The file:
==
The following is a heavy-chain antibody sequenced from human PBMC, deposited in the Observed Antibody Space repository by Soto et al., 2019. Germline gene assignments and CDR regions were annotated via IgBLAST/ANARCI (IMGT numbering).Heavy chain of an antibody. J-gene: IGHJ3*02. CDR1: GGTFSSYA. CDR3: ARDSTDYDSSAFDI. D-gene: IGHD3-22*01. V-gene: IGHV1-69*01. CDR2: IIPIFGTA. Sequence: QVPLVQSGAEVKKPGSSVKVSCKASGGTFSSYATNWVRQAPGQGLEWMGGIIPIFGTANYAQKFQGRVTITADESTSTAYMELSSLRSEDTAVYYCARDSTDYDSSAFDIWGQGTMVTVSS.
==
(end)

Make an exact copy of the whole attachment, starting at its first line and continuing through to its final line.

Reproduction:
The following is a heavy-chain antibody sequenced from human PBMC, deposited in the Observed Antibody Space repository by Soto et al., 2019. Germline gene assignments and CDR regions were annotated via IgBLAST/ANARCI (IMGT numbering).Heavy chain of an antibody. J-gene: IGHJ3*02. CDR1: GGTFSSYA. CDR3: ARDSTDYDSSAFDI. D-gene: IGHD3-22*01. V-gene: IGHV1-69*01. CDR2: IIPIFGTA. Sequence: QVPLVQSGAEVKKPGSSVKVSCKASGGTFSSYATNWVRQAPGQGLEWMGGIIPIFGTANYAQKFQGRVTITADESTSTAYMELSSLRSEDTAVYYCARDSTDYDSSAFDIWGQGTMVTVSS.